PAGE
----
Posts Tagged ‘Java’

Twenty one years of chemistry-related Java apps: RIP Java?

Saturday, June 10th, 2017
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In an earlier post, I lamented the modern difficulties in running old instances of Jmol, an example of an application program written in the Java programming language. When I wrote that, I had quite forgotten a treasure trove of links to old Java that I had collected in 1996-7 and then abandoned. Here I browse through a few of the things I found.

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Curating a nine year old journal FAIR data table.

Monday, May 29th, 2017
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As the Internet and its Web-components age, so early pages start to decay as technology moves on. A few posts ago, I talked about the maintenance of a relatively simple page first hosted some 21 years ago. In my notes on the curation, I wrote the phrase “Less successful was the attempt to include buttons which could be used to annotate the structures with highlights. These buttons no longer work and will have to be entirely replaced in the future at some stage.” Well, that time has now come, for a rather more crucial page associated with a journal article published more recently in 2009.[1]

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References

  1. H.S. Rzepa, "Wormholes in chemical space connecting torus knot and torus link π-electron density topologies", Phys. Chem. Chem. Phys., vol. 11, pp. 1340-1345, 2009. http://dx.doi.org/10.1039/b810301a

The conformation of enols: revealed and explained.

Thursday, April 6th, 2017
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Enols are simple compounds with an OH group as a substituent on a C=C double bond and with a very distinct conformational preference for the OH group. Here I take a look at this preference as revealed by crystal structures, with the theoretical explanation.

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Revisiting (and maintaining) a twenty year old web page. Mauveine: The First Industrial Organic Fine-Chemical.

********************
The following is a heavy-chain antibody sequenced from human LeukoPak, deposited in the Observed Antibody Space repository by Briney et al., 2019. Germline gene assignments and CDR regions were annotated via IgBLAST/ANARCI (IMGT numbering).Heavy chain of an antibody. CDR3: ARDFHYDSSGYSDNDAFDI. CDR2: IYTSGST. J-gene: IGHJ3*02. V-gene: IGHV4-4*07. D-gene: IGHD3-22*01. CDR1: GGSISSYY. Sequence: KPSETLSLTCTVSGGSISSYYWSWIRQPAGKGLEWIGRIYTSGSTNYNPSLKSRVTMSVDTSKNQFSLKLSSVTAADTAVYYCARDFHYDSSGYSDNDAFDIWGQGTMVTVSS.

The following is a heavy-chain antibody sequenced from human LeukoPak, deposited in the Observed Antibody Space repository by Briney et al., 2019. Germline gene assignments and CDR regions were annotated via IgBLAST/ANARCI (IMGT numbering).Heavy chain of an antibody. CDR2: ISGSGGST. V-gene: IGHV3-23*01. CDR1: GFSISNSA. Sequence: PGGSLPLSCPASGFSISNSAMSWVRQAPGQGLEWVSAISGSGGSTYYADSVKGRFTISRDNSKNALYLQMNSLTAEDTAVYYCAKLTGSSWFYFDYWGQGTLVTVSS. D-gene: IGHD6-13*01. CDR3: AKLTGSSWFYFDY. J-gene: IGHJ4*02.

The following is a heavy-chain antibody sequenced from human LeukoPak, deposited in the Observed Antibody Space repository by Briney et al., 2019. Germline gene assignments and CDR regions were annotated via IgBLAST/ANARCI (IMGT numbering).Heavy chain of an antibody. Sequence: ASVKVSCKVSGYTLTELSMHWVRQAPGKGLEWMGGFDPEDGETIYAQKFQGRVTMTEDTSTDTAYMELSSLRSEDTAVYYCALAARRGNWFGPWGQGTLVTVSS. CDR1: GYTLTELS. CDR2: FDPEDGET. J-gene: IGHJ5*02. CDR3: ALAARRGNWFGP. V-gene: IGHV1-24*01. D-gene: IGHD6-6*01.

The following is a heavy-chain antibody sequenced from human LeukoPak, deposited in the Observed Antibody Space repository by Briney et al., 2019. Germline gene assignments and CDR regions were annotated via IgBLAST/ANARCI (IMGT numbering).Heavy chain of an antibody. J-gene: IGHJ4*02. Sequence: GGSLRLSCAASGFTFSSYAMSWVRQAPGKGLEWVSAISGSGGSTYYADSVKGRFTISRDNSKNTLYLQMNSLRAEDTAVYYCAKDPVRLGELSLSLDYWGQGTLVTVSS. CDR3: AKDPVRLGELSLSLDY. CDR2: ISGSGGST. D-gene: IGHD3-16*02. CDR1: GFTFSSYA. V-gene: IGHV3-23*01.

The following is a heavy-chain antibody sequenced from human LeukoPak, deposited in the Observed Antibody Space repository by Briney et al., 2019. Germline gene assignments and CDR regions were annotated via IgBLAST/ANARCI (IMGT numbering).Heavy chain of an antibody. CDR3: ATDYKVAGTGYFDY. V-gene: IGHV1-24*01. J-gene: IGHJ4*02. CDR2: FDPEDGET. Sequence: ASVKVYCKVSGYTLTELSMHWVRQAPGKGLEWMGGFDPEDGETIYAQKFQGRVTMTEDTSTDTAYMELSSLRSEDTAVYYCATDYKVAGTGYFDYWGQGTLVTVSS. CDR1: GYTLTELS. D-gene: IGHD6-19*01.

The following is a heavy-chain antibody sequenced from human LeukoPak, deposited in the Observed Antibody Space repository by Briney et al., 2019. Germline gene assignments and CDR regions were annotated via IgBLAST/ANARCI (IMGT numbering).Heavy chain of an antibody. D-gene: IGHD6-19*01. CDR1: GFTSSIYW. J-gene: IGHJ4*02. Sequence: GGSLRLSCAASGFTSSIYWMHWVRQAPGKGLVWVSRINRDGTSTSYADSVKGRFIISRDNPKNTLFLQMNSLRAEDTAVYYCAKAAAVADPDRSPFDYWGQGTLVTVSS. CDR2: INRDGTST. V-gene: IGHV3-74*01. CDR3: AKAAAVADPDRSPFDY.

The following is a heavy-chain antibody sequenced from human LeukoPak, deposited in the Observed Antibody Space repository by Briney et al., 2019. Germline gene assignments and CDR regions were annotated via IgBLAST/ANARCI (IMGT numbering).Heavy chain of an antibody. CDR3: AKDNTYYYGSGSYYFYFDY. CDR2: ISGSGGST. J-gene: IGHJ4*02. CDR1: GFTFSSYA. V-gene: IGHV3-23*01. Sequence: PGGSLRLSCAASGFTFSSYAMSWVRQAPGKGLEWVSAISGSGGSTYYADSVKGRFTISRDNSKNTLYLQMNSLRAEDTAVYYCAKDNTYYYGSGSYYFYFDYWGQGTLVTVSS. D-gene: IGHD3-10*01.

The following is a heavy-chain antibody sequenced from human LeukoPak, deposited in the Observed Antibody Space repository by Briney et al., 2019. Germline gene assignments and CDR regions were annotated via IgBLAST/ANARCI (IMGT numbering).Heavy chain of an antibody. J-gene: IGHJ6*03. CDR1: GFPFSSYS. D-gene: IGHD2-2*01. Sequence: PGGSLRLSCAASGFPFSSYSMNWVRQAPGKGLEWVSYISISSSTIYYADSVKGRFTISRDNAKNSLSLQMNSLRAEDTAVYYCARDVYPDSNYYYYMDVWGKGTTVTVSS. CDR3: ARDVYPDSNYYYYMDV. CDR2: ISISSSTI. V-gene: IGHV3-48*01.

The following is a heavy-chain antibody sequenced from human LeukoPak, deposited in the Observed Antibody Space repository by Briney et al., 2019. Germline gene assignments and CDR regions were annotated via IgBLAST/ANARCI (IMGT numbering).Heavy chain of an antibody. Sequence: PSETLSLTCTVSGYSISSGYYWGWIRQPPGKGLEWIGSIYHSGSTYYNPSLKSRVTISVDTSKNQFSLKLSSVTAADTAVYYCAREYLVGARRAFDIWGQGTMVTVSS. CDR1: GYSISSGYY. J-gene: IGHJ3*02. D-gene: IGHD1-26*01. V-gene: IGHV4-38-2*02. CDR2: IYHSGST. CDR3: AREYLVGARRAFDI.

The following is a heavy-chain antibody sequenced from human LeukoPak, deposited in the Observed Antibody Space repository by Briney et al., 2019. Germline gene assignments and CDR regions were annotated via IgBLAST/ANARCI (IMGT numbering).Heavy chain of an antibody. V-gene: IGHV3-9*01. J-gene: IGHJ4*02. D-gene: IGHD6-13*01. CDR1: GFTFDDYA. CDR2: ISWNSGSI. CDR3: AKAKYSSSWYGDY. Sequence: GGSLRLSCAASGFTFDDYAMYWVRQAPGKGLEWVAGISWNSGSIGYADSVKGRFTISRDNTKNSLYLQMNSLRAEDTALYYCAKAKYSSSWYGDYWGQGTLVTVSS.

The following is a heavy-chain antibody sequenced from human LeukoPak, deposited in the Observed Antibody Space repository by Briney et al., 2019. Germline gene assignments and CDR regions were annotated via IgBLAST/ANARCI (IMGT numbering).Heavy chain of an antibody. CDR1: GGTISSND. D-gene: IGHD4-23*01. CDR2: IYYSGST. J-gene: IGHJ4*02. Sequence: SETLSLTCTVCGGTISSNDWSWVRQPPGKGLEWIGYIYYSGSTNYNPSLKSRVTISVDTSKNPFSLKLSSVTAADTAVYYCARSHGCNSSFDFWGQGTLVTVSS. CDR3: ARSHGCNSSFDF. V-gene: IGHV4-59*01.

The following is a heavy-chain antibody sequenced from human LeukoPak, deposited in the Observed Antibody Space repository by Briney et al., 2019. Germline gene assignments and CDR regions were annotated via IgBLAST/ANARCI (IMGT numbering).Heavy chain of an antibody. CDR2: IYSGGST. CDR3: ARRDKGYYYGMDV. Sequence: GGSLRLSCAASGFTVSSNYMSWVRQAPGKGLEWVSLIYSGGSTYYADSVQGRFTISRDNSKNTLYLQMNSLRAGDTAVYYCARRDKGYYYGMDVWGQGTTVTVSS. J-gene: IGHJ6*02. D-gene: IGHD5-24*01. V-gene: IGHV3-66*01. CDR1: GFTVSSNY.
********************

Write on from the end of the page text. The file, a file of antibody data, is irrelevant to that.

Thursday, February 2nd, 2017
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Almost exactly 20 years ago, I started what can be regarded as the precursor to this blog. As part of a celebration of this anniversary,[1] I revisited the page to see whether any of it had withstood the test of time. Here I recount what I discovered.

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References

  1. P.W. May, S.A. Cotton, K. Harrison, and H.S. Rzepa, "The ‘Molecule of the Month’ Website—An Extraordinary Chemistry Educational Resource Online for over 20 Years", Molecules, vol. 22, pp. 549, 2017. http://dx.doi.org/10.3390/molecules22040549

The smallest C-C-C angle?

Monday, October 31st, 2016
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Is asking a question such as “what is the smallest angle subtended at a chain of three connected 4-coordinate carbon atoms” just seeking another chemical record, or could it unearth interesting chemistry?

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How many water molecules does it take to ionise HCl?

Saturday, February 14th, 2015
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According to Guggemos, Slavicek and Kresin, about 5-6![1]. This is one of those simple ideas, which is probably quite tough to do experimentally. It involved blasting water vapour through a pinhole, adding HCl and measuring the dipole-moment induced deflection by an electric field. They found “evidence for a noticeable rise in the dipole moment occurring at n56“.